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. Last Updated: 07/27/2016

Jet Skis: 'We Would Destroy Them'

It was a recent sunny Sunday morning and some three dozen rubber-clad windsurfers soundlessly plied the waters of Moscow's Strogino bay.

Suddenly a deafening roar shattered the quiet, as a menacing jet-skier appeared from nowhere and started making tight circles around the windsurfers, creating a wake big enough to capsize several of them. The young rider continued to show off her 80-horsepower Kawasaki machine, rearing it up, moving in leaps and bounds and making sharp U-turns at a fast clip. Dogs barked and people on the shore made loud, sometimes angry, comments.

Finally, Nastya Khavzhu, 15, approached perilously close to the shore, jumped off the brand new jet ski and alighted on land, wet and trembling from the chill. Her proud father, Dmitry Khavzhu, 37, was waiting.

"Can you believe that today is Nastya's first time?" asked Khavzhu, who bought the machine some two months ago after getting hooked on the thrill of jet-skiing during a visit to New York. "It's terrific fun!"

The jet ski, or gidrotsikl in Russian, is all the rage this summer. One jet ski salesman estimated that by the end of the year, Moscow's seven dealers will have sold some 250 of the machines, which cost about $9,000 and up, compared with 150 sold last year.

Some people ride on Moscow's waterways from last ice to first ice. Others dig deep, circular water-filled ditches at their dachas to practice in. But not everyone has the same boundless enthusiasm for the latest toy to make an appearance in Moscow.

"We would destroy them! Piracy on the waters has increased as a result of the New Russians' invasion," said Vladimir Shevchuk, head of the State Inspectorate of Small Vessels for Moscow.

Shevchuk said jet ski owners usually operate their machines without a license or registration, are a menace to shipping, and sometimes run over swimmers.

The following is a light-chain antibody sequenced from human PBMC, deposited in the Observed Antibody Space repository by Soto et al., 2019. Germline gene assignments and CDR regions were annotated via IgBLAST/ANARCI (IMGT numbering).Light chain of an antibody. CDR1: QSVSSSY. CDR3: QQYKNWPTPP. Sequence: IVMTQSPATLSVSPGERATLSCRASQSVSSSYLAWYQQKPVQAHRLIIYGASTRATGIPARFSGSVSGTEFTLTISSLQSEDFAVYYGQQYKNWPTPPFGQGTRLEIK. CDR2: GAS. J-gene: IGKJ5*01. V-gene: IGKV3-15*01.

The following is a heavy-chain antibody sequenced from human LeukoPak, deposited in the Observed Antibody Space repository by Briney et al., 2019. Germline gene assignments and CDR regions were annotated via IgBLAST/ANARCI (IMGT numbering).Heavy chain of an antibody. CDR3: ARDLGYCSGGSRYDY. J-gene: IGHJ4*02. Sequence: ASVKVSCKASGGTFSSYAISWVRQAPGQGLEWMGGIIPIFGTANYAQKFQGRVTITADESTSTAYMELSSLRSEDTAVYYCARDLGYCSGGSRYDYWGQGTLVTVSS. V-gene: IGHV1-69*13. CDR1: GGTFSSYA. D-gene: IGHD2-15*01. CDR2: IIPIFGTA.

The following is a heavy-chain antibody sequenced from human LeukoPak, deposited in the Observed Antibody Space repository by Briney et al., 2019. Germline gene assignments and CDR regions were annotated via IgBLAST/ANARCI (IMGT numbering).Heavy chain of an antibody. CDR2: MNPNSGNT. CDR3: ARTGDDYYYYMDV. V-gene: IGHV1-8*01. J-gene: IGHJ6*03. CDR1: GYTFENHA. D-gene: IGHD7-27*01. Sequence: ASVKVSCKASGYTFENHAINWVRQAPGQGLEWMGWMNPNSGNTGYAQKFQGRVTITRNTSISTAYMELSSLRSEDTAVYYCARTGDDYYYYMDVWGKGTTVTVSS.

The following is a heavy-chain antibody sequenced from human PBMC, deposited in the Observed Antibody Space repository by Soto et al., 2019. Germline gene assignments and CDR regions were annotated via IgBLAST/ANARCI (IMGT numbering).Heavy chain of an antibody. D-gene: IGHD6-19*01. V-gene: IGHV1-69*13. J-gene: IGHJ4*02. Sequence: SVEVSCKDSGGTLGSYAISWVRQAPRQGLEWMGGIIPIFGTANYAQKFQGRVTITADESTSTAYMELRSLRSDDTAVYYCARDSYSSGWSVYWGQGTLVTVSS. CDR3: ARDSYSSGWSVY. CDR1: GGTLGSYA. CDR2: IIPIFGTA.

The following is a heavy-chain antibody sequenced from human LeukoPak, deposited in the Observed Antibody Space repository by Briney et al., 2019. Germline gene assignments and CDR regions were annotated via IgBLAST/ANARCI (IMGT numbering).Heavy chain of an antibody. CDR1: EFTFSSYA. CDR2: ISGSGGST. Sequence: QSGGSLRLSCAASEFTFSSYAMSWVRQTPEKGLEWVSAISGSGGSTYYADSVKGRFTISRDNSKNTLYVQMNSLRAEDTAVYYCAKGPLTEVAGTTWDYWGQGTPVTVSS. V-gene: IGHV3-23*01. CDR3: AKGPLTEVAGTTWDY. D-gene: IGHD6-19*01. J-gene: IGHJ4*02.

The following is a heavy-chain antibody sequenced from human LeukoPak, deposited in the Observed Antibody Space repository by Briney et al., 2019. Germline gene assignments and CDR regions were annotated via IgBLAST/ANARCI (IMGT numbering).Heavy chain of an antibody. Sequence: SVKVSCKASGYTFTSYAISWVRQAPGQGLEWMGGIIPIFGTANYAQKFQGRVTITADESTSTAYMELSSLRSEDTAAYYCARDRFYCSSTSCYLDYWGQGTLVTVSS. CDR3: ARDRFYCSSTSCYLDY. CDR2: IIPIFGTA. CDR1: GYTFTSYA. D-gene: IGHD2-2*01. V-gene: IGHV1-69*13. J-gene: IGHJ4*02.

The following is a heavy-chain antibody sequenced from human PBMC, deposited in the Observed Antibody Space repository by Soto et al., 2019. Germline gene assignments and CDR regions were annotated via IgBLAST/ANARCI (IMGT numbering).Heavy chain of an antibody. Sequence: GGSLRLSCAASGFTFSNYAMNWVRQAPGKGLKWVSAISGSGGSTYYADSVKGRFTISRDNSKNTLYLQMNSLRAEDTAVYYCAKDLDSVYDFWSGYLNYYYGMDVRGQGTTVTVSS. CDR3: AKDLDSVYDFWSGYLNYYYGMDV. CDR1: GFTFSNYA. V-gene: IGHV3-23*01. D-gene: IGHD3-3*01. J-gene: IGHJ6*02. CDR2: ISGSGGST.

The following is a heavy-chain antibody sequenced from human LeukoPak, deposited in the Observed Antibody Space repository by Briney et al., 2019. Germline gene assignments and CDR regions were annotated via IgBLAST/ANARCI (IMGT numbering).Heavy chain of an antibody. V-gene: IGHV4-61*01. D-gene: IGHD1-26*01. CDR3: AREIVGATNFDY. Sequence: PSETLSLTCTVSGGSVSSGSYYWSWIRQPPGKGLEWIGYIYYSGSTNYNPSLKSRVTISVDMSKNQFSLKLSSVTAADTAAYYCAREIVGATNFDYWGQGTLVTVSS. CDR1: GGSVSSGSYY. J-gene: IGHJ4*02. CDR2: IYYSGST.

"We fight with them. They zoom right over the swimmers' heads and easily run away from us -- our boats only go 50 kilometers per hour -- and make fun of us," said Shevchuk, noting that the fine for such infractions is just 37,000 rubles ($6.91). "Only our joint raids with the water police, who have guns, are successful."

At least some jet-skiers wish there were more regulation, because, they say, it would make them less vulnerable to the whims of law enforcement authorities.

"In America you have to attend special courses and get a sort of water driver's license," Dmitry Khavzhu said.

"But here no one knows where to find such courses and register the jet ski, so any water inspector can come up and fine us," he said, adding that he was once detained by an officer but won his release with a bottle of vodka.

However, Shevchuk said jet-skiers can obtain a license and registration from the Inspectorate at 9 Tverskaya Ulitsa. He said there was no evidence of any serious injuries resulting from reckless jet-skiers, but some disgruntled windsurfers claimed that in the last month alone Moscow's jet-skiers had killed two people and injured eight others.

One windsurfer at Strogino, a popular place for water sports, said of jet-skiiers: "These are not people. These are suicides."

Despite the high price tag, Muscovites of relatively humble means have found ways to enjoy the thrills of the jet ski, which can reach speeds of up to 105 kilometers per hour. A group of five students reportedly each put up $2,000 to buy a machine, and Strogino and the reservoirs offer occasional rental of the vehicles for 13,000 rubles a minute.

Not everyone confines their jet-skiing to sufficiently large bodies of water. One jet ski salesman related the story of a recent customer who was so eager to use his new purchase that, in a tiny pond next to his dacha, "he attached [the jet ski] to a weak footbridge, where his wife usually rinses the laundry, and lurched forward. The poor footbridge was pulled out like a bad tooth."